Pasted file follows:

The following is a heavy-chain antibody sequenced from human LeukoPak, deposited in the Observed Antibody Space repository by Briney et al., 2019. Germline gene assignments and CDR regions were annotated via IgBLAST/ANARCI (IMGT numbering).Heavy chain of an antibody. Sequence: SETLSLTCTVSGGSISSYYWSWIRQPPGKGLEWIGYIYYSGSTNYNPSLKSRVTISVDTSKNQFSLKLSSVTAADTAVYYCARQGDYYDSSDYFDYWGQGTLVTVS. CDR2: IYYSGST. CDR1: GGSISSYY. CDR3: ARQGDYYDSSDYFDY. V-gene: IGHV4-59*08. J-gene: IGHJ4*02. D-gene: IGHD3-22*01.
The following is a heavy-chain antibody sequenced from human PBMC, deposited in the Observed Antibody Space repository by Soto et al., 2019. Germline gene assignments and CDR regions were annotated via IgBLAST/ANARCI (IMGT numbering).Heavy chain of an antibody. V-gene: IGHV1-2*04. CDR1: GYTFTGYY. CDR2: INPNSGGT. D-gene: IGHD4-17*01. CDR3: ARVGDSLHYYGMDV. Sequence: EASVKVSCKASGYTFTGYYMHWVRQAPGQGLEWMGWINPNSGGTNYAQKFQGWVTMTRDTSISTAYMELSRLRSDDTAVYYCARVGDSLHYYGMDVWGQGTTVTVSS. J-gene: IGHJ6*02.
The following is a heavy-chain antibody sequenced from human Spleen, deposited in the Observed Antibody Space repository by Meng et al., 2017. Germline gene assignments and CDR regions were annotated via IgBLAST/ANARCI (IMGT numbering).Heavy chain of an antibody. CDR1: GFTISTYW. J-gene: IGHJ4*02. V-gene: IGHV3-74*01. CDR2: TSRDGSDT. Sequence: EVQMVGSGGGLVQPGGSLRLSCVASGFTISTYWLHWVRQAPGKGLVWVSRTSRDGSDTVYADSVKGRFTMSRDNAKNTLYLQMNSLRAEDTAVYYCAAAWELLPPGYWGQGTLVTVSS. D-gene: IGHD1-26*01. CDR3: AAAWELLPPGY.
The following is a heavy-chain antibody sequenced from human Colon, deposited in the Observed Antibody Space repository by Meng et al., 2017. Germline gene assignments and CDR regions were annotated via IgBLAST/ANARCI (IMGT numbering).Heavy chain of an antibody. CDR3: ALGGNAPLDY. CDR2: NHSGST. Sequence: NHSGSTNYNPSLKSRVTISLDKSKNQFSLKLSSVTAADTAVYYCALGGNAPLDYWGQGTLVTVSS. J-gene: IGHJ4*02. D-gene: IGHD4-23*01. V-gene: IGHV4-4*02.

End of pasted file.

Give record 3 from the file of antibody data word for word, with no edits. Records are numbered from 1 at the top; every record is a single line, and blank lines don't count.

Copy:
The following is a heavy-chain antibody sequenced from human Spleen, deposited in the Observed Antibody Space repository by Meng et al., 2017. Germline gene assignments and CDR regions were annotated via IgBLAST/ANARCI (IMGT numbering).Heavy chain of an antibody. CDR1: GFTISTYW. J-gene: IGHJ4*02. V-gene: IGHV3-74*01. CDR2: TSRDGSDT. Sequence: EVQMVGSGGGLVQPGGSLRLSCVASGFTISTYWLHWVRQAPGKGLVWVSRTSRDGSDTVYADSVKGRFTMSRDNAKNTLYLQMNSLRAEDTAVYYCAAAWELLPPGYWGQGTLVTVSS. D-gene: IGHD1-26*01. CDR3: AAAWELLPPGY.